- by New Deal democrat
The veritable explosive increase in house prices has been one of the biggest economic stories of the past year. And because it feeds into “owner’s equivalent rent” with a lag, is likely to have a big effect on consumer inflation readings in next year as well.
This morning both the FHFA and Case Shiller house price indexes were reported for September, and both showed a slight deceleration in the increases in house prices.
As a preliminary matter, both the FHFA and CaseShiller indexes have risen almost an identical 250% since January 1991, when the FHFA index began:
During that time, usually the FHFA index has decelerated, and made a peak or trough a month or two before the Case Shiller index (note for example, 1994, 2006, 2009, 2010, and 2013).
With that in mind, here are the YoY% change in house prices as measured by both indexes, plus that of new home prices (gold) zoomed in on the last 5 years (again, note that the FHFA index turned slightly ahead of the Case Shiller index in 2018 and 2020):
Last month I noted that price gains in the FHFA index had decelerated at least slightly, but that the Case Shiller Index hadn’t followed suit yet. This month the YoY% increase in prices as measured by the Case Shiller index did decelerate slightly (-0.3%) to 19.5%, while the deceleration in the FHFA Index continued, down -0.8% to 17.7%, and from the peak two months ago of 19.3% YoY.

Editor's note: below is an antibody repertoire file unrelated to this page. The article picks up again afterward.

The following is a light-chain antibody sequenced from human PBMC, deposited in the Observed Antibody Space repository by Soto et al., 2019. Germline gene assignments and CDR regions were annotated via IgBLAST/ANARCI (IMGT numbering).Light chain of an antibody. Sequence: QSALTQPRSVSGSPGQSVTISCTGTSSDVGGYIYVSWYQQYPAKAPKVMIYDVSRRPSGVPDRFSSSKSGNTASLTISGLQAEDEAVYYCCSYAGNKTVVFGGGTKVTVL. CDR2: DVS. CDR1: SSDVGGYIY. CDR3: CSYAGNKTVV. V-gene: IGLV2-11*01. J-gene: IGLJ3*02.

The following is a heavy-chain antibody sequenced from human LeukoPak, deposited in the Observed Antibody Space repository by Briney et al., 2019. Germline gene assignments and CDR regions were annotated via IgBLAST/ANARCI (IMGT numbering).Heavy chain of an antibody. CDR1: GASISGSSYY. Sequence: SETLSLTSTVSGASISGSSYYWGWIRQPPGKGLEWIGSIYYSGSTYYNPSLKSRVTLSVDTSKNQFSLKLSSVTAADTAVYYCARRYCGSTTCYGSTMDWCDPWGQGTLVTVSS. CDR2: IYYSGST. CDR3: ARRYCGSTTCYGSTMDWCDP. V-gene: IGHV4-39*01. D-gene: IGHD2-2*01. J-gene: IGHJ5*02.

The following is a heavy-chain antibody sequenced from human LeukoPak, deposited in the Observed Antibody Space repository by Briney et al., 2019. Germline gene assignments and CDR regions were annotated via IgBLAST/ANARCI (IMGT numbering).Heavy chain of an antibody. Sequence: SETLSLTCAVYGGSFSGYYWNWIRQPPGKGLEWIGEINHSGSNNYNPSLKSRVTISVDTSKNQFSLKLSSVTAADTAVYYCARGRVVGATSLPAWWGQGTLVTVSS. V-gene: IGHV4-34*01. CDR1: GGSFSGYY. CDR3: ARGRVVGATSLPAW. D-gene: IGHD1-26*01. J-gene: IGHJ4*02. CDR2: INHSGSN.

In the last two months I have also noted that median existing house prices as reported by Realtor.com decelerated from a 23% YoY gain to 13%, likely indicating the peak in actual prices had either just happened or was imminent. Neither the FHFA nor Case Shiller indexes are confirming that, but there is now persuasive evidence of a *slowdown* in price increases which, if it continues at its current rate of deceleration, would result in an actual peak about 6 months from now.
P.S. It is important to add that while house prices in real terms have set multiple new records this year, average monthly mortgage payments deflated by average wages are nowhere near their 2006 peak, courtesy of 3% vs. 6.5% mortgage rates.